Communitech’s Database program and Students Offering Support, a charity for students, are launching a new competition for university students to rise to a challenge by leveraging big data – with a grand prize of $5,000 in cash.

The Open Data Challenge kicks off Feb. 4 at midnight, when contest organizers email out a question to all of the students who have signed up to receive it. Once the question lands in their inboxes, students who accept the challenge will work together in teams of two to three people to answer it with the most creative, innovative solution they can think of, while harnessing publicly available data. They will then submit their solutions via the contest website by March 4.

The contest is open to any full-time or part-time students enrolled in a Canadian post-secondary institution, and students who are interested in seeing the question on Feb. 4 can sign up here.

The top five finalists of the contest will be named March 11, and team members will get an all-expenses paid trip to the Kitchener-Waterloo region to meet the judges and present their ideas on March 20. A winner will be chosen March 21. The first-place winners will get $5,000 in cash, while the runner-up will take home $2,500. The prize for third place is $1,000.

“A competition like this raises the profile of all the projects that have been going on within the Database program, and showcases talent that is a draw for companies to engage,” says Glenn Smith, Database’s program director. He adds he also would love to see a student team come up with a great, data-science based solution and then turn that into a business as well-known as BufferBox Inc. or Thalmic Labs Inc., two companies that started in the Kitchener-Waterloo region. (BufferBox was acquired by Google Inc. in 2012).

“In my wildest dreams, I think, wouldn’t it be cool if one of these students teams that wins … takes the idea forward and starts a business out of it and achieves the same profile as a BufferBox or a Thalmic?” Smith says.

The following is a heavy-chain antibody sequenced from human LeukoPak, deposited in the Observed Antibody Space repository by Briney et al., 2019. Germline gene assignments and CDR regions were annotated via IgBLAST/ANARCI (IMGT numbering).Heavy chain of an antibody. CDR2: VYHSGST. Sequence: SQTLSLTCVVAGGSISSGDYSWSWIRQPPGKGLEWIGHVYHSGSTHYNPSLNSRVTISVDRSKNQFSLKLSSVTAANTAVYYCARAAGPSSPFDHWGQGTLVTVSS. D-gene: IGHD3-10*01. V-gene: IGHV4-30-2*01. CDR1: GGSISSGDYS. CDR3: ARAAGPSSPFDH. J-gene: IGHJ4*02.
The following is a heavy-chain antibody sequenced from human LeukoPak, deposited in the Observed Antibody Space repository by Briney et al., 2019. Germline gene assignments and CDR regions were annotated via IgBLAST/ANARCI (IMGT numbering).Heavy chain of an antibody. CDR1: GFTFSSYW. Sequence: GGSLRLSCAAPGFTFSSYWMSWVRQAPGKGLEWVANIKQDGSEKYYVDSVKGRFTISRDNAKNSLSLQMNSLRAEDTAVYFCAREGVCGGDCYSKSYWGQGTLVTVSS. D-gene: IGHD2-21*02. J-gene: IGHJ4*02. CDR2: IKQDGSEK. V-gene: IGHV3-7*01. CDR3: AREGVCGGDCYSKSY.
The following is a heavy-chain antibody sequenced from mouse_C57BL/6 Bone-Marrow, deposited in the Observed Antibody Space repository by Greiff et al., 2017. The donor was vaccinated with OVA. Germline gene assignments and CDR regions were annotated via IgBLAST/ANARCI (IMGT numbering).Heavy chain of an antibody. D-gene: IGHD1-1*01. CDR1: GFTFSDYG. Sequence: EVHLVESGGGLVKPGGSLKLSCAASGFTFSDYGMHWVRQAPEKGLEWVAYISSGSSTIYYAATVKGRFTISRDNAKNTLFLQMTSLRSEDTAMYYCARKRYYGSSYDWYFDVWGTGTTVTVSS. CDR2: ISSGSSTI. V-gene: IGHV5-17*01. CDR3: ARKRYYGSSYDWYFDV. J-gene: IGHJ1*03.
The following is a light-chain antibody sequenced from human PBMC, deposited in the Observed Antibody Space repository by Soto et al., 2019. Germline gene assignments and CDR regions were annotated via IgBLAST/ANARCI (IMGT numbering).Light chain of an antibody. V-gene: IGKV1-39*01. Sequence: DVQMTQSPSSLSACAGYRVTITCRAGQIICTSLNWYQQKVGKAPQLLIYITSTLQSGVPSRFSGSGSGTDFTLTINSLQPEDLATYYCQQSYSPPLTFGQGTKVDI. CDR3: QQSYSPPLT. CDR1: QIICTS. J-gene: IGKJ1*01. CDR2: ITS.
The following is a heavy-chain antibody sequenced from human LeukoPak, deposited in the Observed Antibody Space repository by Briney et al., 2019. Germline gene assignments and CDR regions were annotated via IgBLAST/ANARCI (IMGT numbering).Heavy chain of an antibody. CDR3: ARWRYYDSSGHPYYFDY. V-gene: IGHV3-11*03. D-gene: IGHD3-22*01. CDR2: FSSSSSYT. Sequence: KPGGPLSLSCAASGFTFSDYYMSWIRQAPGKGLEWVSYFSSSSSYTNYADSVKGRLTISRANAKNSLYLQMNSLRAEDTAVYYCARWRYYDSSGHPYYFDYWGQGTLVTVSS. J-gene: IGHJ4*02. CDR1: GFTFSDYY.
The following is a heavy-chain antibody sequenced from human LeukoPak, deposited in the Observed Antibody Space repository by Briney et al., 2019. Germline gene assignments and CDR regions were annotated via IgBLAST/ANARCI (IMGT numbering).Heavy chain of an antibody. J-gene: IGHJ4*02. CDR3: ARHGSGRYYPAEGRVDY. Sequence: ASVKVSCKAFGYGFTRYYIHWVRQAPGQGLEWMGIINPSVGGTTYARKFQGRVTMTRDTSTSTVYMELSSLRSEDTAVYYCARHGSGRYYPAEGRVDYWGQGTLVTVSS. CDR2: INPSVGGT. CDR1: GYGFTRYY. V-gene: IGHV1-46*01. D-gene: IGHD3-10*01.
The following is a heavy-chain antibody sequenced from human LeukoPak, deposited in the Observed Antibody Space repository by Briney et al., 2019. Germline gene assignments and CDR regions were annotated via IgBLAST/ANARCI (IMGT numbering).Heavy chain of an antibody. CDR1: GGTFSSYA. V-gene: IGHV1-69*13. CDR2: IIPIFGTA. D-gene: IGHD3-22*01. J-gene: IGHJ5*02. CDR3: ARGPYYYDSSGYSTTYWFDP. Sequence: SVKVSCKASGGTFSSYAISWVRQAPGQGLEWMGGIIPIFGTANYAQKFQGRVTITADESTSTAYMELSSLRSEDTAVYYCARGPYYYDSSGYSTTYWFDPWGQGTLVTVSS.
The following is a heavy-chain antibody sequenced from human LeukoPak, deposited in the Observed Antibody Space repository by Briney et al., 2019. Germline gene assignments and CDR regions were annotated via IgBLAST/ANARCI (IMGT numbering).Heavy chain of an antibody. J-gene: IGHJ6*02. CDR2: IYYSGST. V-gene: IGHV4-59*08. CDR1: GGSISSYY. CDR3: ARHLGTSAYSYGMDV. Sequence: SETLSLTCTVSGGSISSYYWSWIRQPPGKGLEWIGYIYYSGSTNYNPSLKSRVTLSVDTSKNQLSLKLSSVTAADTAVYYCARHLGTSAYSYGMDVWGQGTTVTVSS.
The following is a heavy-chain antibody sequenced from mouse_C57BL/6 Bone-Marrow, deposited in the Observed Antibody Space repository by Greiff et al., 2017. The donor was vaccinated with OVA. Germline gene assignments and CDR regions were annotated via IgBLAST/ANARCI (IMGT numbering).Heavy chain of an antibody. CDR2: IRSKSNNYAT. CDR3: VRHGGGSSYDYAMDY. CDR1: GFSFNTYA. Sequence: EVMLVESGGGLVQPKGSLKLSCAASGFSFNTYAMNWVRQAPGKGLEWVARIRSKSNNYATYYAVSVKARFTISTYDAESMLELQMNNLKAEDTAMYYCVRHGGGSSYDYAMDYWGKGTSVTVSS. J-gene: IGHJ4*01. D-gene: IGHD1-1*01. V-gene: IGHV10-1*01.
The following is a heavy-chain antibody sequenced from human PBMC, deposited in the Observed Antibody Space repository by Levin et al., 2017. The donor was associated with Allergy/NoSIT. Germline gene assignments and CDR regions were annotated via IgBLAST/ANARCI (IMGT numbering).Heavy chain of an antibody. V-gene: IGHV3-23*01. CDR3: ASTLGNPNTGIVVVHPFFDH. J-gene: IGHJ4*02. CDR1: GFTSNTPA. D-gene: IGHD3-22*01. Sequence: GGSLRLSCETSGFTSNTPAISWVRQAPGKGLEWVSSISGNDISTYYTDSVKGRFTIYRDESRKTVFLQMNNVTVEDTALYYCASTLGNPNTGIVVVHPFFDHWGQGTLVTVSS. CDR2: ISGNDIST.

Contest organizers also purposely left the competition open to students across all disciplines, not just in engineering or computer science, because many of today’s data science companies have very diversified teams, he adds.

For Students Offering Support, the goal of the competition is to get students thinking about their career paths. The charity focuses on helping students in universities across Canada and the U.S. to raise money for building projects in Latin America. But it also wants to help North American students think creatively about their job prospects after graduation – and data science is a field populated with open thinkers, says Greg Overholt, executive director at Students Offering Support.

“There are so many reasons that open data can be used … [We wanted everyone] to realize there is so much value for everybody to learn more about and see the value for their academic career or for the career world,” he says.

“It’s the idea of entrepreneurship and leveraging data as a platform for that … This is just another great avenue to show students that there are other ways in order to pursue non-traditional career paths and jobs.”

While contest organizers couldn’t reveal the question ahead of time, Smith says the judges will most likely be looking for a solution that will do two things.

“Number one, we want to see ideas around how data can be used. Number two, we want to see ideas that make use of multiple data sets. Not just picking one, but maybe seeing that there is a need that can be addressed through accessing different types of data sets to achieve the goal,” he says. “You might not think of [these data sets] together, but somehow they offer the potential for something new once they’re fused together.”

Funding for the contest comes from Communitech’s Database program, which in turn receives funding from the Federal Economic Development Agency for Southern Ontario. Other sponsors include the Ministry of Government Services Ontario, the Canadian Digital Media Network, the Region of Waterloo, the City of Kitchener, and a mix of other public and private sources.

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